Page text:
Wisconsin Public Radio

Harley-Davidson Laying Off 500 Workers

700 positions will go unfilled and be eliminated from the company globally.

By , Wisconsin Public Radio - Jul 10th, 2020 02:35 pm
Harley Riders at Labor Day Parade 2018. Photo by Jack Fennimore.

Harley Riders at Labor Day Parade 2018. Photo by Jack Fennimore.

Harley-Davidson Inc. announced it will eliminate 700 positions from the company globally, according to a company press release issued Thursday.

The move comes as part of the iconic Wisconsin motorcycle manufacturer’s “Rewire” plan to refocus the company amid slumping sales and an aging customer-base.

The changes will affect around 500 current employees who will “exit the organization through 2020,” while 200 vacant positions will remain unfilled, according to the company. The company did not release details about which positions will be eliminated.

“The Rewire is progressing very well and substantial work is being done to eliminate complexity and get Harley-Davidson on a path to winning,” said Jochen Zeitz, chairman, president and CEO of Harley-Davidson, in a statement Thursday. “We’ve taken a hard look at our entire set up, our spending, and how work is getting done, to align our operating model, structure and processes. We are building a strong foundation to drive a high-performance organization in the future.”

The announcement Thursday also noted that John Olin, chief financial officer at Harley, has left the company after 17 years. Darrell Thomas, currently the vice president and treasurer at Harley, will serve as interim CFO until the position is filled permanently, according to the statement.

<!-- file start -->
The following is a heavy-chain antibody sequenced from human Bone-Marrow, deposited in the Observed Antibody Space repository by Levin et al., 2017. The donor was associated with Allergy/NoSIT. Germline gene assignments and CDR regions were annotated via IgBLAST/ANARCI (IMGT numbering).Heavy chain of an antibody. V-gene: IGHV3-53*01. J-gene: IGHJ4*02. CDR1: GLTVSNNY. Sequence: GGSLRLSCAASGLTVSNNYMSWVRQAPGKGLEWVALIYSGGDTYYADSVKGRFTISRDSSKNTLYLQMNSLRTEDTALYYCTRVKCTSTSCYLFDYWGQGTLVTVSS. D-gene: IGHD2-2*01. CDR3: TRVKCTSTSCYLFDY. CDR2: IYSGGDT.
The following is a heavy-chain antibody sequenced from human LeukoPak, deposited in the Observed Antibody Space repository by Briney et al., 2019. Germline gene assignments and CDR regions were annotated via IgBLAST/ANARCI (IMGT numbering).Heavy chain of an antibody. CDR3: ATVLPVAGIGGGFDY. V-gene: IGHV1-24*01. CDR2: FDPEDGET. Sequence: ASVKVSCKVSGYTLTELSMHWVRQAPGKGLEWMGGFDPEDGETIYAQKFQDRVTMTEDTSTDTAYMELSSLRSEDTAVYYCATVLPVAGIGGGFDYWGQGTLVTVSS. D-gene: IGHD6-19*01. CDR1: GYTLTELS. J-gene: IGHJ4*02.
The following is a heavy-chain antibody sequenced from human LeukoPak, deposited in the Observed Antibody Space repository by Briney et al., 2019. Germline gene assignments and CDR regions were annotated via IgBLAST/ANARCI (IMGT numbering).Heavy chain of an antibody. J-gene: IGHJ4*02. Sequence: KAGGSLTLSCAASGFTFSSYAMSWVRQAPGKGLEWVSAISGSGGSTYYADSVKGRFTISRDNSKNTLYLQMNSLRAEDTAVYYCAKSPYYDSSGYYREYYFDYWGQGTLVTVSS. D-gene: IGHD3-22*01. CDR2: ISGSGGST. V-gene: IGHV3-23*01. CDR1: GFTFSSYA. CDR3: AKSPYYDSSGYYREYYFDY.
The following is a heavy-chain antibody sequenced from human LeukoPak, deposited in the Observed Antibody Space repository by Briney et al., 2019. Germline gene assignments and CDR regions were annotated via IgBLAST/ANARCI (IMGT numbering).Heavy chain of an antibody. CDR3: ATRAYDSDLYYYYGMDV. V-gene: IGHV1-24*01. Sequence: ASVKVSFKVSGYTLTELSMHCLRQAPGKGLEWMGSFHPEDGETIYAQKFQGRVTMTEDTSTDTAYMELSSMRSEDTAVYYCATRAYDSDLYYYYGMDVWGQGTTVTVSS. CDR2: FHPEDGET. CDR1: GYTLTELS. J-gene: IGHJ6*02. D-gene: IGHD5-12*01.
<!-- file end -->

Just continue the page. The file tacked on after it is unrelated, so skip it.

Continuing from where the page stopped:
Brian Yarbrough, an equity analyst with Edward Jones who follows Harley, said it appears the company’s strategy is to boost demand for its motorcycles by limiting the number of them on the market.

“Ten, twelve years ago when the brand was really strong, you would go into the dealer and it would take months to get a bike because there was so little supply,” Yarbrough said. “So I think they’re trying to get back to that pull-type market — offer less bikes and create an environment where consumers are demanding the product.”

Yarbrough noted that one of the biggest challenges facing the company is its aging base of customers along with its struggle to get younger millennials purchasing Harley bikes.

“The Harley brand just doesn’t resonate with millennials and younger consumers as well as it did with the baby boomers,” Yarbrough said. “And you know these baby boomers are now getting into their 60s and 70s and they’re just not able to ride bikes, (and) are not riding bikes as often.”

More details are expected to be released when the company releases its second quarter earnings results later in July.

Listen to the WPR report here.

Harley-Davidson To Cut 700 Positions Globally was originally published by Wisconsin Public Radio.

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